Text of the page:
When the 135th and last space shuttle flight landed safely this morning at 5:58, most of the country was asleep for the spectacle — an oddly fitting end for a program that started to much fanfare and has now ended, more than 30 years later, to relatively little notice. There was a small flurry of last-minute nostalgia for the high era of space dreams — galleries of imagined space colonies from the seventies and a trending hashtag on Twitter, the technology that's more of our moment — but most of the hand-wringing about what this means for the future of the space program had already happened, at the shuttle's higher-profile launch or even before.
Hanna Rosin, writing in The Atlantic earlier this year, mourned the end of the space shuttle program as the end of a certain sense of possibility:
Back in the 1960s, the story was obvious. Space travel tapped into the grand narrative of our dominance over the Russians in the larger battle between good and evil. ... But the Cold War is long over, and to some extent, so too is the idea of limitless national possibility. These days, the technological advances that get us fired up have to do not with outward exploration but with maximizing our own efficiency—better and more-versatile phones, for instance.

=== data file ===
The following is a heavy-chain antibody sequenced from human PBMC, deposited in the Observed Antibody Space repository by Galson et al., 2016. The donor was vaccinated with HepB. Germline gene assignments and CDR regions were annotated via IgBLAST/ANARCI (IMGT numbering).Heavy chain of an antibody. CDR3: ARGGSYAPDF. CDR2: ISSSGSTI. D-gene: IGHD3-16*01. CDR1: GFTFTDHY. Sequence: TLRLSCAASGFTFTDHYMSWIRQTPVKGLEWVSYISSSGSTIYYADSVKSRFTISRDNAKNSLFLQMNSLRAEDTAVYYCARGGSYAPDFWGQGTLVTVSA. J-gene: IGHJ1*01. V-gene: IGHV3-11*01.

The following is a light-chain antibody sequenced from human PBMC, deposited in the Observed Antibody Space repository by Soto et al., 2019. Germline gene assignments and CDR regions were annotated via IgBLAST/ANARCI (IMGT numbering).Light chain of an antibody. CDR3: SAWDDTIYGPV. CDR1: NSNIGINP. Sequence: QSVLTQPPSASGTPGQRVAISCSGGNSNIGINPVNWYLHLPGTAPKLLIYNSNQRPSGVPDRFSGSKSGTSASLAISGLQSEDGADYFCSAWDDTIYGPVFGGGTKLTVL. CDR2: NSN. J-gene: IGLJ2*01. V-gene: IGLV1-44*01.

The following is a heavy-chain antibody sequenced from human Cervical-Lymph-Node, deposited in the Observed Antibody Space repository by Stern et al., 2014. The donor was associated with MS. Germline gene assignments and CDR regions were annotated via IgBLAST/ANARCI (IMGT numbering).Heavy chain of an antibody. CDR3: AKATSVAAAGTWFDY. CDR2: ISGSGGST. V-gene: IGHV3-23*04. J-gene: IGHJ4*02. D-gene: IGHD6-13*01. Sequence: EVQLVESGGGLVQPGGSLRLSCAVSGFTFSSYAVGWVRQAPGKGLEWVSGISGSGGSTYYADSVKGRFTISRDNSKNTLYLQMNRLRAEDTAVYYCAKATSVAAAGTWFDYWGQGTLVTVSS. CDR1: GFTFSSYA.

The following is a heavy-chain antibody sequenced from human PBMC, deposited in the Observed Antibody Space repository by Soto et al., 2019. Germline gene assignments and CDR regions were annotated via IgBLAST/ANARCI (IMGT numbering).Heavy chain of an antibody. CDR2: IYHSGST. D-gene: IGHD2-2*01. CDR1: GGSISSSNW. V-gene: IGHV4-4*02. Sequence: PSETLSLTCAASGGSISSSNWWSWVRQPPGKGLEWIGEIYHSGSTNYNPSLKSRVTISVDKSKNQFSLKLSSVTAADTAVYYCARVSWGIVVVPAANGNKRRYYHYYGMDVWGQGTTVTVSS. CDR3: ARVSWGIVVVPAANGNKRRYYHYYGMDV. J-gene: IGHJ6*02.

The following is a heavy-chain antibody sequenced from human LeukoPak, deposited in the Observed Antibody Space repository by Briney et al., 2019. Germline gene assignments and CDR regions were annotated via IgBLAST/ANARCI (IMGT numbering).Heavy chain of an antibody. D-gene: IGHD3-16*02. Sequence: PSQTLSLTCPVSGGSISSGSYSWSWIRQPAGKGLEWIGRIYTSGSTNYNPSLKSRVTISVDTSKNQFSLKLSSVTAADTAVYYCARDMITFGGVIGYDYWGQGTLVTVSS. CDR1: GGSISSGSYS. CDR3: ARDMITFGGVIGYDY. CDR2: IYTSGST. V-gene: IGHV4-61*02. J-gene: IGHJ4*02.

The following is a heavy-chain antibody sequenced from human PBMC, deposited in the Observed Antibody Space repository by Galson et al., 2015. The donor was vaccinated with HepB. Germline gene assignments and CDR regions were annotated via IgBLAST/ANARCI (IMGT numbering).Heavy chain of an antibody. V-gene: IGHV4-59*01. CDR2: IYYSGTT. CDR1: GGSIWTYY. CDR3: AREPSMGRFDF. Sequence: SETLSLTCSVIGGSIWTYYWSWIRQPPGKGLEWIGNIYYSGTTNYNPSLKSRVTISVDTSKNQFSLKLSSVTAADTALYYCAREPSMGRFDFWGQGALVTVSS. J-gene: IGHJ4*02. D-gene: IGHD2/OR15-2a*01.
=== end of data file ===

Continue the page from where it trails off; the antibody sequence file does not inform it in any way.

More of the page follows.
The Atlantis, helmed for its last trip by Christopher J. Ferguson, had flown 33 missions in 26 years. It was a routine last mission, mostly to restock the International Space Station — a task that will be done largely by the Russian spacecraft Soyuz from now on. Other American space shuttles, of course, grabbed national attention for more frightening reasons — the Challenger and Columbia shuttles took the lives of fourteen in their failed missions. The U.S. says it's not done with space exploration, and two American commercial companies will begin cargo flights in 2012. But for now, it's hard not to feel like the space age is over. It never really looked anything like the Jetsons promised.